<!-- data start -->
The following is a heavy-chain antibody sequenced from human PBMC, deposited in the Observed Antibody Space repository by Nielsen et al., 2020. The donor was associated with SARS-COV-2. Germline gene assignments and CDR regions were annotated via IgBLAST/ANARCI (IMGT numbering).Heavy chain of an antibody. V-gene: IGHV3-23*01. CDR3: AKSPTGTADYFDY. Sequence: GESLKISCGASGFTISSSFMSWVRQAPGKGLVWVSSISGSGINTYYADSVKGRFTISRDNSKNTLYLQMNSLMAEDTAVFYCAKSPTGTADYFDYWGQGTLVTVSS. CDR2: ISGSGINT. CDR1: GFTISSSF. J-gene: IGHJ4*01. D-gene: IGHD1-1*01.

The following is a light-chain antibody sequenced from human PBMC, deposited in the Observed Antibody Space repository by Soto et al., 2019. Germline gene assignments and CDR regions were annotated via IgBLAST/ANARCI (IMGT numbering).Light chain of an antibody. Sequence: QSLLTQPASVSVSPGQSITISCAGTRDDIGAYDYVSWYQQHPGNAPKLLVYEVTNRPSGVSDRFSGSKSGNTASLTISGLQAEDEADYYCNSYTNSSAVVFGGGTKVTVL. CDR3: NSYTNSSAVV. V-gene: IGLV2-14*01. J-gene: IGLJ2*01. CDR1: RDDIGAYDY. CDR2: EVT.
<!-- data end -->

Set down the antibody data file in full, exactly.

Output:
The following is a heavy-chain antibody sequenced from human PBMC, deposited in the Observed Antibody Space repository by Nielsen et al., 2020. The donor was associated with SARS-COV-2. Germline gene assignments and CDR regions were annotated via IgBLAST/ANARCI (IMGT numbering).Heavy chain of an antibody. V-gene: IGHV3-23*01. CDR3: AKSPTGTADYFDY. Sequence: GESLKISCGASGFTISSSFMSWVRQAPGKGLVWVSSISGSGINTYYADSVKGRFTISRDNSKNTLYLQMNSLMAEDTAVFYCAKSPTGTADYFDYWGQGTLVTVSS. CDR2: ISGSGINT. CDR1: GFTISSSF. J-gene: IGHJ4*01. D-gene: IGHD1-1*01.

The following is a light-chain antibody sequenced from human PBMC, deposited in the Observed Antibody Space repository by Soto et al., 2019. Germline gene assignments and CDR regions were annotated via IgBLAST/ANARCI (IMGT numbering).Light chain of an antibody. Sequence: QSLLTQPASVSVSPGQSITISCAGTRDDIGAYDYVSWYQQHPGNAPKLLVYEVTNRPSGVSDRFSGSKSGNTASLTISGLQAEDEADYYCNSYTNSSAVVFGGGTKVTVL. CDR3: NSYTNSSAVV. V-gene: IGLV2-14*01. J-gene: IGLJ2*01. CDR1: RDDIGAYDY. CDR2: EVT.